Debate heats up over smoking in film
American Legacy schedules event in WashingtonWASHINGTON -- The push to end smoking in the movies lights up Congress this week as the anti-tobacco American Legacy campaign plans to highlight their campaign in an event scheduled in the U.S. Capitol on Thursday.
American Legacy claims that one-third of all teens who start smoking each year are recruited primarily by the smoking they see in movies. The group has led a high-profile pressure campaign for years and is hoping to make lawmakers pay attention with the event in one of the nation's most symbolic buildings.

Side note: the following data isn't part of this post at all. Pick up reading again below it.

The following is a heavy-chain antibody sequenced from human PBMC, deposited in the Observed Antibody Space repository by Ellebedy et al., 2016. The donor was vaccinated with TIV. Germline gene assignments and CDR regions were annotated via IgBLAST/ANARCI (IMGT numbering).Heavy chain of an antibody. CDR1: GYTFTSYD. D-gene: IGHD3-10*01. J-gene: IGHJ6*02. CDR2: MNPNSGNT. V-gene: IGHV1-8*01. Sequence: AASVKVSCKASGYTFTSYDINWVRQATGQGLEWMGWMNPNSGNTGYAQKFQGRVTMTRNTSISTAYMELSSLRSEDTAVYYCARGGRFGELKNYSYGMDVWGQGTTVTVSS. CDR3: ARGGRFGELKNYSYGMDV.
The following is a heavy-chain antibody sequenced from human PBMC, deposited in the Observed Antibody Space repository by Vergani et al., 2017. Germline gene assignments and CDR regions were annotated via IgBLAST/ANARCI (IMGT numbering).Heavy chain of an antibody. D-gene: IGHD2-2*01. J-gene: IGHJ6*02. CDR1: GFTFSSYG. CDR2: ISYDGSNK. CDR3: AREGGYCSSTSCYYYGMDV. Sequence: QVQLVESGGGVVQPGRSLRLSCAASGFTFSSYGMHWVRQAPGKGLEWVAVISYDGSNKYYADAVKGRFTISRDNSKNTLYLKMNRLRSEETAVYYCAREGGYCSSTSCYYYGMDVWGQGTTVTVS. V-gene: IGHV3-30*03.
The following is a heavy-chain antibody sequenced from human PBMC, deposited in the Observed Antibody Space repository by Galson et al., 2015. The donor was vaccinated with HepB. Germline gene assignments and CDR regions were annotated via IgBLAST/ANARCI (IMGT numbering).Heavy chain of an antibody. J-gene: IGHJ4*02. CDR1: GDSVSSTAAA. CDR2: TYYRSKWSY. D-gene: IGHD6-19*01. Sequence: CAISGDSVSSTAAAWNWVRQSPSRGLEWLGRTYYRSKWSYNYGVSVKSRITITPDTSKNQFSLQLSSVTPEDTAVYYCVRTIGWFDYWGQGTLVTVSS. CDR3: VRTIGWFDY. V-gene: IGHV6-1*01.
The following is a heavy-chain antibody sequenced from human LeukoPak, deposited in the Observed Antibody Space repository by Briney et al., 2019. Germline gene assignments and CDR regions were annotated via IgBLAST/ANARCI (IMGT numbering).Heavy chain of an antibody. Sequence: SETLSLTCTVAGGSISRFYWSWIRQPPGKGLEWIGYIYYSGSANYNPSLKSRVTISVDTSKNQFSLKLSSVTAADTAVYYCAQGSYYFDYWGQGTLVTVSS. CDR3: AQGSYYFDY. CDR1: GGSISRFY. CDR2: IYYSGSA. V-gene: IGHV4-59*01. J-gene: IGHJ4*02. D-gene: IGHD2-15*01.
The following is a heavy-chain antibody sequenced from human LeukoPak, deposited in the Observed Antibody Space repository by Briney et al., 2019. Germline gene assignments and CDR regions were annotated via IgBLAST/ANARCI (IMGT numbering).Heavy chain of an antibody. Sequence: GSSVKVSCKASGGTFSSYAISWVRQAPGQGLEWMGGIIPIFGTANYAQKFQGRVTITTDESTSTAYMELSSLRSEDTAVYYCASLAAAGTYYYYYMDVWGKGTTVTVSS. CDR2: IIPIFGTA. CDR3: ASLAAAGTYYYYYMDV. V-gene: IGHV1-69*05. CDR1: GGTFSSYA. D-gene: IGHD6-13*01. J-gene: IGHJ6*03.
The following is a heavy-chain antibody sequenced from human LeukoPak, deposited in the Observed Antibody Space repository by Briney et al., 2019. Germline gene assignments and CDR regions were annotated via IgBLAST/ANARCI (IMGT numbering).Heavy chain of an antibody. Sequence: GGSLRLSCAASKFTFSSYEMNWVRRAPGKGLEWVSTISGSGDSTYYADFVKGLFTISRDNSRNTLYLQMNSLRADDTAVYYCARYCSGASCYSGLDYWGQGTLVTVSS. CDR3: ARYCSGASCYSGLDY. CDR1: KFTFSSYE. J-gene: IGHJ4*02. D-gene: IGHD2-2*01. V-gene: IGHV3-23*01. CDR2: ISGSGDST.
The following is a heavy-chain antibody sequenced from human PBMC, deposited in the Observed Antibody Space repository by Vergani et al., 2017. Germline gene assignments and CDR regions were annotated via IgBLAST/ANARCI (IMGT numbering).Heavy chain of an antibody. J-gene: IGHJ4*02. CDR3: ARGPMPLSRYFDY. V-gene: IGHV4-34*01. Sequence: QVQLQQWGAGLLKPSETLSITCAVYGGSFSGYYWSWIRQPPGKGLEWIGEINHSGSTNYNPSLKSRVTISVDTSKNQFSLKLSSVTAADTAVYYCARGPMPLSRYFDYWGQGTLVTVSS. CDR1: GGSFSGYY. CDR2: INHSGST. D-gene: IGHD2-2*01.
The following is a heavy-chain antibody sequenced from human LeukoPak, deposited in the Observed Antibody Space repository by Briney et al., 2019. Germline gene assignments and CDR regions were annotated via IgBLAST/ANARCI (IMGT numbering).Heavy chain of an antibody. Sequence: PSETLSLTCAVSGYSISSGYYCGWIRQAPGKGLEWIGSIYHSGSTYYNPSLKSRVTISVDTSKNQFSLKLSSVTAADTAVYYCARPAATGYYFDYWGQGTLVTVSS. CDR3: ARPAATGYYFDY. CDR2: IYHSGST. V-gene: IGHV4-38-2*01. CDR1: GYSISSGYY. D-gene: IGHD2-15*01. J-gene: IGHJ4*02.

The group contends that the nearly 14 billion smoking images they claim young people see in the movies contributes to the nation's 40,000-person tobacco-related death toll.
The issue has drawn the interest of notable lawmakers including Rep. Ed Markey, D-Mass., chairman of the House telecommunications subcommittee. While Markey aides said he did not plan to introduce legislation attacking the issue, he was interested in hearing what the panel had to say.
Included in the event are Jonathan Klein, director of the American Academy of Pediatrics' Julius B. Richmond Center and American Legacy SVP Stephenie Foster.